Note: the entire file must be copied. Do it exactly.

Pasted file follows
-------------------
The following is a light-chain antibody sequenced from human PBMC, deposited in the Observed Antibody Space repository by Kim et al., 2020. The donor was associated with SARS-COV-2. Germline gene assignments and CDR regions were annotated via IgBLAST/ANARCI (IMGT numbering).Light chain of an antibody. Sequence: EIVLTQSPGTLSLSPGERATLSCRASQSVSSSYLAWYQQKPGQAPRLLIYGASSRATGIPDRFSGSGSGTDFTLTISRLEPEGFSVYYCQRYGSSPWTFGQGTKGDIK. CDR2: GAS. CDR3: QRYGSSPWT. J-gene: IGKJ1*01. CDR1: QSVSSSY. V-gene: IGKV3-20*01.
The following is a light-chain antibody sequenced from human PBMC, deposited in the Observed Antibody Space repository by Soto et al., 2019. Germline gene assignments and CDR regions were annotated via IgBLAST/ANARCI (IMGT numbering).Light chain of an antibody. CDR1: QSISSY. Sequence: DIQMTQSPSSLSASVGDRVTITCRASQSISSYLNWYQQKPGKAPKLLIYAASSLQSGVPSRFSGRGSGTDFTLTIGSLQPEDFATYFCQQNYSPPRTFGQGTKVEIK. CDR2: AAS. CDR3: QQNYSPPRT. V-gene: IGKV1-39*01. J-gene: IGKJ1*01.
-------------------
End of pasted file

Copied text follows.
The following is a light-chain antibody sequenced from human PBMC, deposited in the Observed Antibody Space repository by Kim et al., 2020. The donor was associated with SARS-COV-2. Germline gene assignments and CDR regions were annotated via IgBLAST/ANARCI (IMGT numbering).Light chain of an antibody. Sequence: EIVLTQSPGTLSLSPGERATLSCRASQSVSSSYLAWYQQKPGQAPRLLIYGASSRATGIPDRFSGSGSGTDFTLTISRLEPEGFSVYYCQRYGSSPWTFGQGTKGDIK. CDR2: GAS. CDR3: QRYGSSPWT. J-gene: IGKJ1*01. CDR1: QSVSSSY. V-gene: IGKV3-20*01.
The following is a light-chain antibody sequenced from human PBMC, deposited in the Observed Antibody Space repository by Soto et al., 2019. Germline gene assignments and CDR regions were annotated via IgBLAST/ANARCI (IMGT numbering).Light chain of an antibody. CDR1: QSISSY. Sequence: DIQMTQSPSSLSASVGDRVTITCRASQSISSYLNWYQQKPGKAPKLLIYAASSLQSGVPSRFSGRGSGTDFTLTIGSLQPEDFATYFCQQNYSPPRTFGQGTKVEIK. CDR2: AAS. CDR3: QQNYSPPRT. V-gene: IGKV1-39*01. J-gene: IGKJ1*01.